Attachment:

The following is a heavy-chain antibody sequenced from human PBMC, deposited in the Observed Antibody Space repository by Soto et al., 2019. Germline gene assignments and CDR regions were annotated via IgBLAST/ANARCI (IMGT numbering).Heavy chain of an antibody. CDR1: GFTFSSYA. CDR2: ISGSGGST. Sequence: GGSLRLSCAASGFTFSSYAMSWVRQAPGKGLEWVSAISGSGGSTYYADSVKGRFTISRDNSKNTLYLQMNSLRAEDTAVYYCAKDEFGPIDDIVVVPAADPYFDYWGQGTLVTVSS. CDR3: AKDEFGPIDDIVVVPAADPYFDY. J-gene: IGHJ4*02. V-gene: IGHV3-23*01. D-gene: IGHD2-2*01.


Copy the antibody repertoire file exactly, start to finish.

The following is a heavy-chain antibody sequenced from human PBMC, deposited in the Observed Antibody Space repository by Soto et al., 2019. Germline gene assignments and CDR regions were annotated via IgBLAST/ANARCI (IMGT numbering).Heavy chain of an antibody. CDR1: GFTFSSYA. CDR2: ISGSGGST. Sequence: GGSLRLSCAASGFTFSSYAMSWVRQAPGKGLEWVSAISGSGGSTYYADSVKGRFTISRDNSKNTLYLQMNSLRAEDTAVYYCAKDEFGPIDDIVVVPAADPYFDYWGQGTLVTVSS. CDR3: AKDEFGPIDDIVVVPAADPYFDY. J-gene: IGHJ4*02. V-gene: IGHV3-23*01. D-gene: IGHD2-2*01.